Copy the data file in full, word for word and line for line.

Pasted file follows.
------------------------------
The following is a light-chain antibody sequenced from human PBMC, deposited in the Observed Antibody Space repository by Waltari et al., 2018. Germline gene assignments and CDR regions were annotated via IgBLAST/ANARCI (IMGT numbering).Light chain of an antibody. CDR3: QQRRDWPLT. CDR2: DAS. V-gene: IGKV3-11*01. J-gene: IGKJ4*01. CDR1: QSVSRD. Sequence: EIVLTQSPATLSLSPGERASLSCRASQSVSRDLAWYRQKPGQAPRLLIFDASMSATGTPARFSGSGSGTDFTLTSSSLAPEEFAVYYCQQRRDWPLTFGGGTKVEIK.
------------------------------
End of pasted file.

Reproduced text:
The following is a light-chain antibody sequenced from human PBMC, deposited in the Observed Antibody Space repository by Waltari et al., 2018. Germline gene assignments and CDR regions were annotated via IgBLAST/ANARCI (IMGT numbering).Light chain of an antibody. CDR3: QQRRDWPLT. CDR2: DAS. V-gene: IGKV3-11*01. J-gene: IGKJ4*01. CDR1: QSVSRD. Sequence: EIVLTQSPATLSLSPGERASLSCRASQSVSRDLAWYRQKPGQAPRLLIFDASMSATGTPARFSGSGSGTDFTLTSSSLAPEEFAVYYCQQRRDWPLTFGGGTKVEIK.